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The Deuteronomistic History and the Prophets
In the politico-religious history of the Deuteronomists, past, present and future mingle in an often inextricable way. Long obsolete traditions, which had been unacceptable to the Davidic dynasty, were rediscovered and adapted to the aims of the Deuteronomists. Personages of the past were
condemned and blackened in the light of the new ideology, whereas others were glorified and embellished as heroes of faith because their ideas suited the historians.
This inevitably raises the question whether the Bible can be trusted as a source book for writing a history of Israel. Apparently not, say scholars like T.L. Thompson, P.R. Davies and N.P. Lemche. In this volume a number of authors take up this challenge, stating that the radical rejection of the biblical testimony in favour of a history based mainly on archaeology is ill-advised.
Several contributions to this volume draw instructive parallels between the process of re-writing the history of South Africa and the work of the Deuteronomists.
Images of a forgotten Master: Toyohara Kunichika (1835 - 1900)
Time Present and Time Past is the first publication in English to treat in detail the life and work of Toyohara Kunichika (1835-1900), who today is considered one of the last Ukiyo-e masters. Kunichika's designs were drawn from established Ukiyo-e genres like Kabuki actor prints ( yakusha-e) and prints of beautiful women ( bijinga), he was however a man of his time and this is reflected in his modern use of colour, composition and subjects. The book includes reproductions of 135 of Kunichika's prints, an extensive bibliography and an overview of signatures and carvers seals.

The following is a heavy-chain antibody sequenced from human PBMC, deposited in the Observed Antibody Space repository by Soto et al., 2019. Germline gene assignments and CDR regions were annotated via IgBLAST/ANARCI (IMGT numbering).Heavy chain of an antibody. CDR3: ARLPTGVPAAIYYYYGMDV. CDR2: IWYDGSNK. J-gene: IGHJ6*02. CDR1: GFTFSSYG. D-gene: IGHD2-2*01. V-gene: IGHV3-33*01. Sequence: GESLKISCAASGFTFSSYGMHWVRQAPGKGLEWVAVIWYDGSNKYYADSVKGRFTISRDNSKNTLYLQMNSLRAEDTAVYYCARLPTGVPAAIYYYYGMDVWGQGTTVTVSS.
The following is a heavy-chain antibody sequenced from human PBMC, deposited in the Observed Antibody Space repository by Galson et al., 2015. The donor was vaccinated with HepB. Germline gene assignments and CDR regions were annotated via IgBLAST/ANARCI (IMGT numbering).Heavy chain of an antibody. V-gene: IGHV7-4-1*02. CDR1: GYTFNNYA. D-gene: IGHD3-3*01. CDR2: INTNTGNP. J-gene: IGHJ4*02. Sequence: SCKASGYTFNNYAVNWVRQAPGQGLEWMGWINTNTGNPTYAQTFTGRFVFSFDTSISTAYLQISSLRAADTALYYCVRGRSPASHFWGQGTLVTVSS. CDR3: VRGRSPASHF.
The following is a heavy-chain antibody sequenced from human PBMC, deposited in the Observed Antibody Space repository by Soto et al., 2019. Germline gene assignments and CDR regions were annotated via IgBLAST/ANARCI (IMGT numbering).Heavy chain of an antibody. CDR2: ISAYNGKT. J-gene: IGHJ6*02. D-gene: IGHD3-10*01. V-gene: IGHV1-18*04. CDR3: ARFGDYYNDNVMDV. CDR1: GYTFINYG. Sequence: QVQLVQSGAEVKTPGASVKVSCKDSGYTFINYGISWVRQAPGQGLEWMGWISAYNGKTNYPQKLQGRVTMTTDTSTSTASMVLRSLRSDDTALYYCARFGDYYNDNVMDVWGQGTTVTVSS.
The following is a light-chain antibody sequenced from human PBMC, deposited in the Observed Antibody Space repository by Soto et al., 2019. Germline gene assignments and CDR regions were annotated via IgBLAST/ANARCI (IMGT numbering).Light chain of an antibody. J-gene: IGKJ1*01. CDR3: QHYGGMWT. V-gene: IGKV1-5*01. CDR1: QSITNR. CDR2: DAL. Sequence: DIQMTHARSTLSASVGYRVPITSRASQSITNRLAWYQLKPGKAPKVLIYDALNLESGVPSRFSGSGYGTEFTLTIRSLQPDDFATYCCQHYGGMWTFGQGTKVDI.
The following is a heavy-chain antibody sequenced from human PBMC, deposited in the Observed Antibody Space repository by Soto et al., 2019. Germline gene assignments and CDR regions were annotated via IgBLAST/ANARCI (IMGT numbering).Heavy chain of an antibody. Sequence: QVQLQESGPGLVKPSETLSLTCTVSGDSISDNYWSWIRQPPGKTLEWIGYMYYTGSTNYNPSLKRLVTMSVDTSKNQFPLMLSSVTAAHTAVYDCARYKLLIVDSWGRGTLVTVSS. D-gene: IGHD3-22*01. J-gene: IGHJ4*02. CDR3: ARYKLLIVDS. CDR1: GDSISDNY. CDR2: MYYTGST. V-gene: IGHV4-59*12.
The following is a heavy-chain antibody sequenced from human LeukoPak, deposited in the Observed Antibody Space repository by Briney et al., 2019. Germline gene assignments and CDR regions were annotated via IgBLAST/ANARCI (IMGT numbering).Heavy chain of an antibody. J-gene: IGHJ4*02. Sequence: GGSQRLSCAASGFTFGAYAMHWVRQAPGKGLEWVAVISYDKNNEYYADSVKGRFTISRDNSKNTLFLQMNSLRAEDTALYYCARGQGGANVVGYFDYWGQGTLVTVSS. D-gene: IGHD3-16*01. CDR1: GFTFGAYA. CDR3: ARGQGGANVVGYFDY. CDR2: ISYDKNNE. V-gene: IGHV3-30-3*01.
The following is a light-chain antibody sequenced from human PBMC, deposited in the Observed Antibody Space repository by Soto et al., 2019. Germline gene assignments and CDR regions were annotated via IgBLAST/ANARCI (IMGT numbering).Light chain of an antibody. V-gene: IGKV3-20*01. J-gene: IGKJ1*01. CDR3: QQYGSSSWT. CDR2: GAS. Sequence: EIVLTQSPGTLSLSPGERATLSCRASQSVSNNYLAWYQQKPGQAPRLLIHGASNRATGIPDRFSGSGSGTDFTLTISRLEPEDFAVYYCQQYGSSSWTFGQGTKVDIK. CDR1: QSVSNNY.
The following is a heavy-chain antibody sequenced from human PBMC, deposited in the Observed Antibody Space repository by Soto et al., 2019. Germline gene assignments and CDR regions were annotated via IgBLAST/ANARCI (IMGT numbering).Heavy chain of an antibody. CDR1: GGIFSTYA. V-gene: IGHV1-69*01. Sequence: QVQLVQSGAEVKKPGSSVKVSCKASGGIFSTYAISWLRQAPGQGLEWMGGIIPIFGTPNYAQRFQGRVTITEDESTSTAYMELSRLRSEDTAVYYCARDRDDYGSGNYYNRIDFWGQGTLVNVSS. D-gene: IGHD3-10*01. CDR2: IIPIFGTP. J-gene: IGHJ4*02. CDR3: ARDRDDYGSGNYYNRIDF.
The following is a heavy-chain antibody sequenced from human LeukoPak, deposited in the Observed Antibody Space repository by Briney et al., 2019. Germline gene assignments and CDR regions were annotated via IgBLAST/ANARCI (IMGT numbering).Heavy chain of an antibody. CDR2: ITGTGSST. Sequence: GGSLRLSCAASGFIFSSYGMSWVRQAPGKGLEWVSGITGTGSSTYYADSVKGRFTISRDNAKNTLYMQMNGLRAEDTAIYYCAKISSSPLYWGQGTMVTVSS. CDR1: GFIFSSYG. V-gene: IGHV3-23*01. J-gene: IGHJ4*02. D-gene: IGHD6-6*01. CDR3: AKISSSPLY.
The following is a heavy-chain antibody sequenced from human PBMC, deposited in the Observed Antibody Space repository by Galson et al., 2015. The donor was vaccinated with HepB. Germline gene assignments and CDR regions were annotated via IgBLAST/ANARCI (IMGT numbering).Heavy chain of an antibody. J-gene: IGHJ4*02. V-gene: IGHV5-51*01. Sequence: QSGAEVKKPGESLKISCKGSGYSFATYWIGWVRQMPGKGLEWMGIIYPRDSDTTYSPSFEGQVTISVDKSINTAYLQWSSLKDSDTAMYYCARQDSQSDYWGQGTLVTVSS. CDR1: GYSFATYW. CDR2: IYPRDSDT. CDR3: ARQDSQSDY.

The Perception of the Contemporary by Means of Scriptural Interpretations
How did ancient scribes interpret their own reality by means of scriptural exegesis? The essays in this volume explore this question from various perspectives by examining the earliest known exegetical texts of Jewish origin, namely, the exegetical texts from the Qumran library. Scholars have debated the precise nature of the exegetical techniques used in the Qumran texts. To bring clarity to the discussion, this book analyzes the phenomenon of reading the present in the Qumran library and asks how far comparable phenomena can be observed in authoritative literature in ancient Israel and Judah, in the textual tradition of the Hebrew and Greek Bible, in ancient Judaism, and in early Christian literature.

Paperback edition is available from the Society of Biblical Literature (www.sbl-site.org)